Anyway, as long as I had a trailer, I could get rid of anything I wanted in the house. I didn’t have to wait for the Polish rummage sale, as we all called it. That’s the day where everyone throws things out on the curb for the garbage men to pick up. There’s only one day and one day only that is designated the dump day. Everyone waited all year for this day because it was the one chance you had to get rid of things that were of significant size and bulk. The garbage men would just come and hoist it into their trucks. But, it never really lasted one day. People anticipated this day. It was talked about and planned for. All year I would see things in the house or in the yard and say that it would go on dump day. People would put things out days in advance for the sole purpose of having someone else pick it up. If it was deemed unsuitable when it reached its new destination, then they would put it on the curb. This would go on and on. What a riot. One could make a significant haul. But, the city council finally put the kabosh on it.
Back to the trailer. My dad had fixed it up so that it was an attractive, well put together trailer with new sides, wheels and tires. Wow. I was stylin’. I could load up yard debris, grass clippings, brush, large items going to Goodwill–anything. It was great. I didn’t have to wait for anything or anyone. Out it would go.
I had finally had it with that bathroom curtain/valence. I could stand it no longer. I pulled out the screwdriver and went at it. Then I carried the thing down the stairs and hoisted it into the trailer. I had other things that needed to go to the dump as well. Many things. I was in that kind of a mood.
So I put the kids into the car, buckled them in and said “Come on. We’re going to the dump”. Little kids have lots of questions when you are throwing things out. They get a weird and sentimental attachment to things. You just have to be stealthy, and you have to distract them so that they don’t see what you’re getting rid of. I figured that the curtain would make the perfect covering for some of the things underneath. I laid it over the top and backed the trailer (expertly I might add) out of the driveway. I was feeling pretty good. Not even the Clampetts had such a trailer.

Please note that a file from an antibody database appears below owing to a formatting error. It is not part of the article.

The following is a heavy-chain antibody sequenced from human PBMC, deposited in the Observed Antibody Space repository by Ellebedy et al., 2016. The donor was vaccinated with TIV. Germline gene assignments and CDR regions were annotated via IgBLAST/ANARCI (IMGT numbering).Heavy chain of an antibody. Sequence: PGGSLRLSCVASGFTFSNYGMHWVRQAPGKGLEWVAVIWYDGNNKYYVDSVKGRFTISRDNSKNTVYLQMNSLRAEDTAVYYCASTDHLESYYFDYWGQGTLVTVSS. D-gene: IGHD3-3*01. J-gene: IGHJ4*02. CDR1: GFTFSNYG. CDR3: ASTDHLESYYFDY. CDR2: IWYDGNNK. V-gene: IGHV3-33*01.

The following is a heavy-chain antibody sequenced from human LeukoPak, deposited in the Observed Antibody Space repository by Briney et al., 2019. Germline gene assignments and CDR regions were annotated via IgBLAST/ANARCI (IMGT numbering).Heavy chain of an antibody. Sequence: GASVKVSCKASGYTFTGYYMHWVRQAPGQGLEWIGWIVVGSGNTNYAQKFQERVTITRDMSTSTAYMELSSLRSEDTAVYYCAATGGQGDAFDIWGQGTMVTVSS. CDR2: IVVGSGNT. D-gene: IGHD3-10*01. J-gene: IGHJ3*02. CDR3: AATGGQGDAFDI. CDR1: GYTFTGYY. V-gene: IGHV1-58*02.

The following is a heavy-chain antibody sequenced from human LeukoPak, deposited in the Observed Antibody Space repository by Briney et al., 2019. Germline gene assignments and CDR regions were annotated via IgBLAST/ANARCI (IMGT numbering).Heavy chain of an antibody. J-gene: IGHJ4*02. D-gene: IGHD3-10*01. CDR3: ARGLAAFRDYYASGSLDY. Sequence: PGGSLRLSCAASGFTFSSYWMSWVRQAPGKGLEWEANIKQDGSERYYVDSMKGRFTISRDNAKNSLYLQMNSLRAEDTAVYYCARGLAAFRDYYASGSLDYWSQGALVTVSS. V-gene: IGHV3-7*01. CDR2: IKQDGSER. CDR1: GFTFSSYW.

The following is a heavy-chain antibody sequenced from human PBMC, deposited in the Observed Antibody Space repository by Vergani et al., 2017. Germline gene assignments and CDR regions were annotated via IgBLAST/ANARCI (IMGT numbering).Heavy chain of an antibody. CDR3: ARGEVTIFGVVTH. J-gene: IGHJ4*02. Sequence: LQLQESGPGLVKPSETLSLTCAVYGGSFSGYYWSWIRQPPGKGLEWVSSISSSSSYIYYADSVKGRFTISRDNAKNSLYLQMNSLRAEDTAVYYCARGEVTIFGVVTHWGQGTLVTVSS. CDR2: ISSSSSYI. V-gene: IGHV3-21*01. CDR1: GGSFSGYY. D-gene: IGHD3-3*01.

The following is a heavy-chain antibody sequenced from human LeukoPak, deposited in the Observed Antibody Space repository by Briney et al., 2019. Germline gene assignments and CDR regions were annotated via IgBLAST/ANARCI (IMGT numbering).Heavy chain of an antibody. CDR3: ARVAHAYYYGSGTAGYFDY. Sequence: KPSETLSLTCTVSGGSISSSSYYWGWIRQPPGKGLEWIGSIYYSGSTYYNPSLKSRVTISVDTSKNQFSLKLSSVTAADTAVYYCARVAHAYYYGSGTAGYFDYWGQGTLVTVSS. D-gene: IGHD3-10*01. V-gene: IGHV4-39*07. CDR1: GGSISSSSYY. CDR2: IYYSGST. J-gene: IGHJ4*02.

I would take it very slowly. We lived in town, and the dump was just on the other side of town. Speed limit 15. That’s what I did the whole way there with the children chattering away. They didn’t even notice that a few pieces of ratty furniture from the house and a couple old rugs were in the trailer. If they had, I would have needed to give a long, unsatisfying explanation for why these were being thrown out, after which, they would have spilled their guts to their father upon his return from work. Surely he would think I was crazy.
I got to the dump, gave the voucher to the dump man for one load of undesirables, and stepped out from behind the wheel. My heart stopped. Where was the bathroom curtain? Oh shoot. It was somewhere between my house and the dump. I never even heard it fall off. Well of course I hadn’t. Most mothers have to watch their children at swimming pools for drowning. I have only to notice that they’ve stopped talking to know that they were in trouble. They are the noisiest most talkative children on the face of the planet. Of course I had not heard it fall off.
I dumped the contents into the large green bins. Heave ho. The kids were watching through the back window, crying “Hey, that’s Genevieve’s favorite rug….” (our Golden Retriever). I jumped back into the vehicle and drove down the street. There it was. By now it had started raining pretty hard and the curtain was soaked. I pulled over and jumped out of the car. A car came and rolled over it. Clack a lack. Then another car, seeing that I intended to pick the stupid thing up stopped so that I could run into the road and grab it. I did so.
Back to the dump.
I needed to answer all kinds of questions as to why I had decided to throw away the bathroom curtain. Dear Lord.
A few months passed by and I was at a gathering with my friends. It is so good when you have small children to get out and see your friends. We were all laughing and telling funny stories as friends do. A good friend of mine walked over to me and said “You know you’re going to think I’m crazy”. I said to her “Why would you think that?” She looked at me quizzically and somewhat sheepishly and said “well I think I am seeing things. A couple months ago I thought I saw your bathroom curtain in the middle of Union Street. When I drove back, it was gone.” She went on to say that she thought to herself “why would her bathroom curtain be in the middle of the street? I must be losing my mind”.
“Yeah”, I said. “You did. It was one of those days”…